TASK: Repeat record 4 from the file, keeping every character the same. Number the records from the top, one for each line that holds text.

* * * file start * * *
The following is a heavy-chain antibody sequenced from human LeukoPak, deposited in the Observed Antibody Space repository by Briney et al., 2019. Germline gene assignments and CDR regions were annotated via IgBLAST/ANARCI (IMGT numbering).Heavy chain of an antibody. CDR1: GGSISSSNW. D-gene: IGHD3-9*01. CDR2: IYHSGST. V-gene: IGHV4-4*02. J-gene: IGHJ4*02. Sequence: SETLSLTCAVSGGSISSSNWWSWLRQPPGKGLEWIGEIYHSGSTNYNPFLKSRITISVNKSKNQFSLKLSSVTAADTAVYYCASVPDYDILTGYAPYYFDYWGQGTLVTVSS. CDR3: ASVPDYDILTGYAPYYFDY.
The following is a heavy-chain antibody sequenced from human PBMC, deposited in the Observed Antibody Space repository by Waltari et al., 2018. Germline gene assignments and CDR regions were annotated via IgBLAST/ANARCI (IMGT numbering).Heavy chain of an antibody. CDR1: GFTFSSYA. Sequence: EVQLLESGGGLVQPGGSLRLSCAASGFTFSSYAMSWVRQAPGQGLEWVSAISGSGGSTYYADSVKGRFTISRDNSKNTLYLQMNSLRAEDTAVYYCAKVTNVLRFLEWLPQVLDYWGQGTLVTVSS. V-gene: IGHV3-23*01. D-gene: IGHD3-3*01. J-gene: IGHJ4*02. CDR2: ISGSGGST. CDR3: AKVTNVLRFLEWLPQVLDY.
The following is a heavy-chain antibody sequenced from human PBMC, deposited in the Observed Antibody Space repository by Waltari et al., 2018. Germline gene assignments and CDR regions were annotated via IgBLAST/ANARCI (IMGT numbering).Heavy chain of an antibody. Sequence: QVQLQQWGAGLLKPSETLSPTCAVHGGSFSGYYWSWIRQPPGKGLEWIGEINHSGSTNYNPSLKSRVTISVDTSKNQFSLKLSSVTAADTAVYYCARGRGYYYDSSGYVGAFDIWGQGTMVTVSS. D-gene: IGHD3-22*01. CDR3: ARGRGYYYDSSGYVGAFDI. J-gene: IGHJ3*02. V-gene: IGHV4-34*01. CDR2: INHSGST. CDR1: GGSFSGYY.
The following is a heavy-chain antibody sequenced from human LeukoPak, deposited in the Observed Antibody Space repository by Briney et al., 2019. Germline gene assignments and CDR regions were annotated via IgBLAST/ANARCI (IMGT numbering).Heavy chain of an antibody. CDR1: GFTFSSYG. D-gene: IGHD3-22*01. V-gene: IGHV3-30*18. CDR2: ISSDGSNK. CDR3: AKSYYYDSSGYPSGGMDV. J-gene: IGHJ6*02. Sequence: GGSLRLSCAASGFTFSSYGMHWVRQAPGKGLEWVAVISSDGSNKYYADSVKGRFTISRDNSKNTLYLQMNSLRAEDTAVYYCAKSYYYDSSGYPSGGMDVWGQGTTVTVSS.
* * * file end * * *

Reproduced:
The following is a heavy-chain antibody sequenced from human LeukoPak, deposited in the Observed Antibody Space repository by Briney et al., 2019. Germline gene assignments and CDR regions were annotated via IgBLAST/ANARCI (IMGT numbering).Heavy chain of an antibody. CDR1: GFTFSSYG. D-gene: IGHD3-22*01. V-gene: IGHV3-30*18. CDR2: ISSDGSNK. CDR3: AKSYYYDSSGYPSGGMDV. J-gene: IGHJ6*02. Sequence: GGSLRLSCAASGFTFSSYGMHWVRQAPGKGLEWVAVISSDGSNKYYADSVKGRFTISRDNSKNTLYLQMNSLRAEDTAVYYCAKSYYYDSSGYPSGGMDVWGQGTTVTVSS.